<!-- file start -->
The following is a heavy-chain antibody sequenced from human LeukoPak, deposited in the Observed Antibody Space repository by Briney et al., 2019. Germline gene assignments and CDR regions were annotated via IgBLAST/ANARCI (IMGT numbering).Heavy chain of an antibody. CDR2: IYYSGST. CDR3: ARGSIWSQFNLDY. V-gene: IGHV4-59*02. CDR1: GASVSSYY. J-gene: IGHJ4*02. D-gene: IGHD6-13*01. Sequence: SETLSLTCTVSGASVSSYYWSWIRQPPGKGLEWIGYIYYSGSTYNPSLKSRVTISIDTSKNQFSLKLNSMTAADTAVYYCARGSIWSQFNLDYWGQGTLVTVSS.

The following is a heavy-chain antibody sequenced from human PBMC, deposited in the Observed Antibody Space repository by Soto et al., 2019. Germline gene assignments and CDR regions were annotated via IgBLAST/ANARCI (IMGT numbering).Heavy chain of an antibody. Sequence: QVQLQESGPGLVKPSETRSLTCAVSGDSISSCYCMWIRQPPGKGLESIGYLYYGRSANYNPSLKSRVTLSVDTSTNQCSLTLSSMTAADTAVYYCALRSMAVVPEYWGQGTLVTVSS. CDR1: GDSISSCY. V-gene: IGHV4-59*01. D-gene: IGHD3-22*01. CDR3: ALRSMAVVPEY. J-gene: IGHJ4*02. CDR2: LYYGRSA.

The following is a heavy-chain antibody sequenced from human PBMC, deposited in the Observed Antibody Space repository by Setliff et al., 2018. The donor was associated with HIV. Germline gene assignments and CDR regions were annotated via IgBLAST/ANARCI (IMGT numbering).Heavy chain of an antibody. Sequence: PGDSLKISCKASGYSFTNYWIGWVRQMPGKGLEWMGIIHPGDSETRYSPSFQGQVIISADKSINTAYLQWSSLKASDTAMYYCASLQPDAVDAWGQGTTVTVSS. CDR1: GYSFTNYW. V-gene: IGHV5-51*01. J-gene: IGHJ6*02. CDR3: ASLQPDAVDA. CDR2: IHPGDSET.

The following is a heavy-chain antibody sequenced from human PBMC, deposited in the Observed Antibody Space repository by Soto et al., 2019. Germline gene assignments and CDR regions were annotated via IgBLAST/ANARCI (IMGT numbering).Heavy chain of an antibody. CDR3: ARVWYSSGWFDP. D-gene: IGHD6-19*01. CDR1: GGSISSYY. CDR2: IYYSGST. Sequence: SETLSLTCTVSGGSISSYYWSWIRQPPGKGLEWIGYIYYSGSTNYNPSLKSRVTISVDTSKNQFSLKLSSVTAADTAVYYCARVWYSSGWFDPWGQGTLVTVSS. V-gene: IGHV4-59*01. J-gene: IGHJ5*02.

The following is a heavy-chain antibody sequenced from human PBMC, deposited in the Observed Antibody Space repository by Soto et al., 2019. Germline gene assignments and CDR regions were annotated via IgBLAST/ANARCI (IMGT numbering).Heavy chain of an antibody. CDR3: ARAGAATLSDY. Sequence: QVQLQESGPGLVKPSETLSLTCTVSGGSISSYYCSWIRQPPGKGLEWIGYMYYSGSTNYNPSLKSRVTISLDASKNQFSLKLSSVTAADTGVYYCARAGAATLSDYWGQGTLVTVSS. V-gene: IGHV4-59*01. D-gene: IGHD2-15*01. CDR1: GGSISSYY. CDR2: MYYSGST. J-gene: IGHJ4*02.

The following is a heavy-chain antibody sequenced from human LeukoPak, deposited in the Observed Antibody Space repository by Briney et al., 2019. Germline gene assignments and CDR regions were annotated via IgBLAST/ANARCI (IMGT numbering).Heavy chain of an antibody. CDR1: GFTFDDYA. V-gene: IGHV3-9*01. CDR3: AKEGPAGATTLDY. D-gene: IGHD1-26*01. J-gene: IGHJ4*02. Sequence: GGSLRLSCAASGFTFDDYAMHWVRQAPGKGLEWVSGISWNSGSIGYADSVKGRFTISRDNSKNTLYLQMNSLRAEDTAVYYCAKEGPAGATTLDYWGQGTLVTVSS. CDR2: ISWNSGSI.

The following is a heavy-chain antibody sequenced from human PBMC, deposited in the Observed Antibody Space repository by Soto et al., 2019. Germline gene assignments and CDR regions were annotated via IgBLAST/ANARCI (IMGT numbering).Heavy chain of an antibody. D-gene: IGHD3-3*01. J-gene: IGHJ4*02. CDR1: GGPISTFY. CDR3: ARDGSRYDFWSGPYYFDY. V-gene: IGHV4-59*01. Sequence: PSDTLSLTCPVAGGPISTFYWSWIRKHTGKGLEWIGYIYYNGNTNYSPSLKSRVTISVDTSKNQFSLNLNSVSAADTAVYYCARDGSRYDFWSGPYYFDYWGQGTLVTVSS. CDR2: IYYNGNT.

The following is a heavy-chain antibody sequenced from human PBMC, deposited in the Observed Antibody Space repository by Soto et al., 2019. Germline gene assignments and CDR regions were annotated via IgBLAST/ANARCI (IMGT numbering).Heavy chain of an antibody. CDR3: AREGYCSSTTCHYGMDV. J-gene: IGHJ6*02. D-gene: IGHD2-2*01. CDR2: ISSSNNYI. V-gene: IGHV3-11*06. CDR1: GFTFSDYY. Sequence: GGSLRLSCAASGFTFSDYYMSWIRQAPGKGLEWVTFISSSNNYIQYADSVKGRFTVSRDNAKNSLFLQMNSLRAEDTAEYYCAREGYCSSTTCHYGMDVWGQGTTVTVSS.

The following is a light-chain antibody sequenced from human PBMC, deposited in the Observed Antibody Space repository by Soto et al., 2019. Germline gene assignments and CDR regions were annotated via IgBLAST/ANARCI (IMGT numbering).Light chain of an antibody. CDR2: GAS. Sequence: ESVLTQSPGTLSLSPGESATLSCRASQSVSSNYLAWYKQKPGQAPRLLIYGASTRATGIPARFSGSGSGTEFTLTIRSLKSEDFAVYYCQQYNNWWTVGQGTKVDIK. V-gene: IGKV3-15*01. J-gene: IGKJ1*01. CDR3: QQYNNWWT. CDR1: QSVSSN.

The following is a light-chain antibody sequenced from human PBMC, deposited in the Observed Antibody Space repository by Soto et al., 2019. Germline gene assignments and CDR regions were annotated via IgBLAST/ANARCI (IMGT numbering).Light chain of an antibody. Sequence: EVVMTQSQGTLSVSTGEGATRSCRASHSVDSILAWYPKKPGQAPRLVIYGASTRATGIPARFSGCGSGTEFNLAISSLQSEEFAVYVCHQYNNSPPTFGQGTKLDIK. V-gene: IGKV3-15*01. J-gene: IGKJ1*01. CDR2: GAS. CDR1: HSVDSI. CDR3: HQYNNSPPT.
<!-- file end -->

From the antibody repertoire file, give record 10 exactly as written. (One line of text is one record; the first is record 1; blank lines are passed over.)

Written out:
The following is a light-chain antibody sequenced from human PBMC, deposited in the Observed Antibody Space repository by Soto et al., 2019. Germline gene assignments and CDR regions were annotated via IgBLAST/ANARCI (IMGT numbering).Light chain of an antibody. Sequence: EVVMTQSQGTLSVSTGEGATRSCRASHSVDSILAWYPKKPGQAPRLVIYGASTRATGIPARFSGCGSGTEFNLAISSLQSEEFAVYVCHQYNNSPPTFGQGTKLDIK. V-gene: IGKV3-15*01. J-gene: IGKJ1*01. CDR2: GAS. CDR1: HSVDSI. CDR3: HQYNNSPPT.